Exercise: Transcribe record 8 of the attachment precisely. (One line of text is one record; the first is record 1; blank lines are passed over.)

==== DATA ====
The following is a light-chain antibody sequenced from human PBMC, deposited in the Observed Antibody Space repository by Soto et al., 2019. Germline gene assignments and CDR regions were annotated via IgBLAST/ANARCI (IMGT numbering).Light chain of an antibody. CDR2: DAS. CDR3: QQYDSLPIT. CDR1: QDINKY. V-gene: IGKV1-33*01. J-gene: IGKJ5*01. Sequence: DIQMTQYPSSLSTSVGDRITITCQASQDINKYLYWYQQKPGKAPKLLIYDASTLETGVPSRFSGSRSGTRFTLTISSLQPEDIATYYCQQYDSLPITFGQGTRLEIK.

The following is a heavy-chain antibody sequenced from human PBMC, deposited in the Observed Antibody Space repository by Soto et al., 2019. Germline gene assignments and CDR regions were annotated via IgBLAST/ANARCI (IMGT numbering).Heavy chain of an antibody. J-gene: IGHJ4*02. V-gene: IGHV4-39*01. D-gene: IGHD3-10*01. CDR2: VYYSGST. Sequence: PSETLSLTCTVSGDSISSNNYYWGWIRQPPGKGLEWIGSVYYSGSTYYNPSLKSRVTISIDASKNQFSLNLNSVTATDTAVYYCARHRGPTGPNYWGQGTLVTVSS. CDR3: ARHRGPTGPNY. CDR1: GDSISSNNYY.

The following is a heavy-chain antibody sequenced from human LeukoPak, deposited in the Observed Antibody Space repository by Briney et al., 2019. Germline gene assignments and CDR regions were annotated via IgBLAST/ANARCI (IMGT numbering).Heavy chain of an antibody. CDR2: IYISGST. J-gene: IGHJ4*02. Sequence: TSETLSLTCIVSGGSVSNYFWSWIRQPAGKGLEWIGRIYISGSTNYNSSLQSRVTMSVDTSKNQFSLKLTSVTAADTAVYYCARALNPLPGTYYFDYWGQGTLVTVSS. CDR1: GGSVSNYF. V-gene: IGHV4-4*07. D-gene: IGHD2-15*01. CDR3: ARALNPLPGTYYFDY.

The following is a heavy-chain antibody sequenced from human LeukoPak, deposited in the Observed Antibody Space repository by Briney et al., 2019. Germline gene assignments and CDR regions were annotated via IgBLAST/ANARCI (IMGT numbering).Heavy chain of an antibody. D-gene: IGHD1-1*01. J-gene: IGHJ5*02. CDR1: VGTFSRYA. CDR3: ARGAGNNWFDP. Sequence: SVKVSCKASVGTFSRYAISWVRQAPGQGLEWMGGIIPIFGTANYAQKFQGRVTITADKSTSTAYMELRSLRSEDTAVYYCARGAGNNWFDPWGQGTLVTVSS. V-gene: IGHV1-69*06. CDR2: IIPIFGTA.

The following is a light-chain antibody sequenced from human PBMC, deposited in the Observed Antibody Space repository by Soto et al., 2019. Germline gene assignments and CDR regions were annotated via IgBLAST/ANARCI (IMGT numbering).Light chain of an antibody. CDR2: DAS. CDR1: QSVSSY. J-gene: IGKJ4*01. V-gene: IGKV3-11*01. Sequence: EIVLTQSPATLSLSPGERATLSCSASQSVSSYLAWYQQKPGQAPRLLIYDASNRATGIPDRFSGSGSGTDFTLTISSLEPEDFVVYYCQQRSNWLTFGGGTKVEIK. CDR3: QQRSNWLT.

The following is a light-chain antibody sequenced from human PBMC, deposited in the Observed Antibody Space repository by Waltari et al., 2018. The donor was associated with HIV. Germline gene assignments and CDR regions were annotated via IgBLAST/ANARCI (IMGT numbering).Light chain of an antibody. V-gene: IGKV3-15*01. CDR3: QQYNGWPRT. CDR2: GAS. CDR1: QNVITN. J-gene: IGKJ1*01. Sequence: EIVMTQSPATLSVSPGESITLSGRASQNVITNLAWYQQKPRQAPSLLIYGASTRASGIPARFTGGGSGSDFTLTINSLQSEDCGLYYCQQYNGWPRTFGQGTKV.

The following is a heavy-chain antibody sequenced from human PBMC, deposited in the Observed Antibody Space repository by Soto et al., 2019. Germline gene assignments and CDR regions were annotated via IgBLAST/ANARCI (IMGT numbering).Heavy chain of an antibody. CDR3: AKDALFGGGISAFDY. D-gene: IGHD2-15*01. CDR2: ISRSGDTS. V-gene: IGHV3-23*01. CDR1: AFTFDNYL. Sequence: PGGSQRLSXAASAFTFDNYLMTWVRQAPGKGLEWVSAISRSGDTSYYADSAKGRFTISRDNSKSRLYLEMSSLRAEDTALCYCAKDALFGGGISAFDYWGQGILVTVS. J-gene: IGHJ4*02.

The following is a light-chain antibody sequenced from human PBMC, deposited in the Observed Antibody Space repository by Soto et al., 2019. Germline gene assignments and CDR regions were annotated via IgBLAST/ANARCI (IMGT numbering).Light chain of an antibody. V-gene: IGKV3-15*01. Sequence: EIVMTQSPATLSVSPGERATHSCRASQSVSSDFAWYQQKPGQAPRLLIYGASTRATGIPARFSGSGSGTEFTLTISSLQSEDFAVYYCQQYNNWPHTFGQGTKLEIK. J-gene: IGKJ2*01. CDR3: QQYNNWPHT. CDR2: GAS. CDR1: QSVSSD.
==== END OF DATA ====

The following is a light-chain antibody sequenced from human PBMC, deposited in the Observed Antibody Space repository by Soto et al., 2019. Germline gene assignments and CDR regions were annotated via IgBLAST/ANARCI (IMGT numbering).Light chain of an antibody. V-gene: IGKV3-15*01. Sequence: EIVMTQSPATLSVSPGERATHSCRASQSVSSDFAWYQQKPGQAPRLLIYGASTRATGIPARFSGSGSGTEFTLTISSLQSEDFAVYYCQQYNNWPHTFGQGTKLEIK. J-gene: IGKJ2*01. CDR3: QQYNNWPHT. CDR2: GAS. CDR1: QSVSSD.